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NAME  - Bicubic or bilinear spline interpolation with Tykhonov regularization.


       vector, interpolation

SYNOPSIS help    [-ce]    input=name    [sparse=name]     [output=name]     [raster=name]
       [sie=float]     [sin=float]     [method=string]      [lambda_i=float]      [layer=integer]
       [column=name]   [--overwrite]  [--verbose]  [--quiet]

           Find the best Tykhonov regularizing parameter using a "leave-one-out" cross validation

           Estimate point density and distance
           Estimate point density and distance for the input vector  points  within  the  current
           region extends and quit

           Allow output files to overwrite existing files

           Verbose module output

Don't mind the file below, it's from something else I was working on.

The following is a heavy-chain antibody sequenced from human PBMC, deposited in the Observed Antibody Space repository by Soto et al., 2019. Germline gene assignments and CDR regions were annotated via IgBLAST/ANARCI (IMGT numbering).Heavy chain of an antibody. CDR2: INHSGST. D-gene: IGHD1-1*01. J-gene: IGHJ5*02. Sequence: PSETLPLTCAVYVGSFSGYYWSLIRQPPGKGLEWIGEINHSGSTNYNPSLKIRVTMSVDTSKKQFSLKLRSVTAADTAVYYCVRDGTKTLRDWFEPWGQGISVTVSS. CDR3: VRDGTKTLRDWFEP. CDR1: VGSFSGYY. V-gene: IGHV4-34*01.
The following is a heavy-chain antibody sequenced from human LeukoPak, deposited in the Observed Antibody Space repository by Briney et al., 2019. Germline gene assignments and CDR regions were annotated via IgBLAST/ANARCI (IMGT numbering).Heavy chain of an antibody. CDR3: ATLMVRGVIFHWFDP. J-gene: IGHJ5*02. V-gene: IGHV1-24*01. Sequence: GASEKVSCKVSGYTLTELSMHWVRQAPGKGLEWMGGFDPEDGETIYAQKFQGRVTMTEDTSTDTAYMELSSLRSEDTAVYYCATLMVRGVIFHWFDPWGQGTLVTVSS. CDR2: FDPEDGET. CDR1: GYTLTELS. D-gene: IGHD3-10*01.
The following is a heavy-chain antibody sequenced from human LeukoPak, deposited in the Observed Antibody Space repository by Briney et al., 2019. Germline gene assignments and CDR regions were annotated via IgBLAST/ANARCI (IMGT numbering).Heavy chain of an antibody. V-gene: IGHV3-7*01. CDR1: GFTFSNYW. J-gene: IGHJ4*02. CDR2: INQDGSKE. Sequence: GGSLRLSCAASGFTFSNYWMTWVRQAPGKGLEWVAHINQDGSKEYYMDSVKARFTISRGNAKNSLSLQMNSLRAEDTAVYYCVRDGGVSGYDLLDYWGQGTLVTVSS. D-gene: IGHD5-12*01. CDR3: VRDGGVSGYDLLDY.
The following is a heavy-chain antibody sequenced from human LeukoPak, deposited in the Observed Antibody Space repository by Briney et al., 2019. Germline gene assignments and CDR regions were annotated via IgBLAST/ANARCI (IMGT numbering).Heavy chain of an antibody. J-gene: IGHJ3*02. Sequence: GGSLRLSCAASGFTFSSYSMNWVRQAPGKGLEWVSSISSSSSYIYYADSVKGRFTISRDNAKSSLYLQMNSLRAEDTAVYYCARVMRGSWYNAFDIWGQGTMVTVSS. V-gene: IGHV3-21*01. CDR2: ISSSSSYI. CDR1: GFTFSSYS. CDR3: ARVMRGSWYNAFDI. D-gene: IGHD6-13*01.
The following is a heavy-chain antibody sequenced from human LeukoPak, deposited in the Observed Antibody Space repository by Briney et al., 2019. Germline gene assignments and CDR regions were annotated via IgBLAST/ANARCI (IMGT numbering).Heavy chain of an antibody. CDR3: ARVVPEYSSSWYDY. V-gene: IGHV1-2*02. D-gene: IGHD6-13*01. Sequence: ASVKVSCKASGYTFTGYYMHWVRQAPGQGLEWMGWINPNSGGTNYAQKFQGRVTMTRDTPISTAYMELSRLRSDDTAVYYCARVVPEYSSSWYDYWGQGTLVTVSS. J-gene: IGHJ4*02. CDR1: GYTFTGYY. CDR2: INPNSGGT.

Quiet module output

           Name of input vector map

           Name of input vector map of sparse points

           Name for output vector map

           Name for output raster map

           Length of each spline step in the east-west direction
           Default: 4

           Length of each spline step in the north-south direction
           Default: 4

           Spline interpolation algorithm
           Options: bilinear,bicubic
           Default: bilinear

           Tykhonov regularization parameter (affects smoothing)
           Default: 0.01

           Layer number
           If set to 0, z coordinates are used. (3D vector only)
           Default: 0

           Attribute table column with values to interpolate (if layer>0)

DESCRIPTION   performs   a   bilinear/bicubic   spline   interpolation   with  Tykhonov
       regularization. The input is a 2D or 3D vector points map. Values to  interpolate  can  be
       the  z values of 3D points or the values in a user-specified attribue column in a 2D or 3D
       map. Output can be a raster or vector map.  Optionally, a "sparse point" vector map can be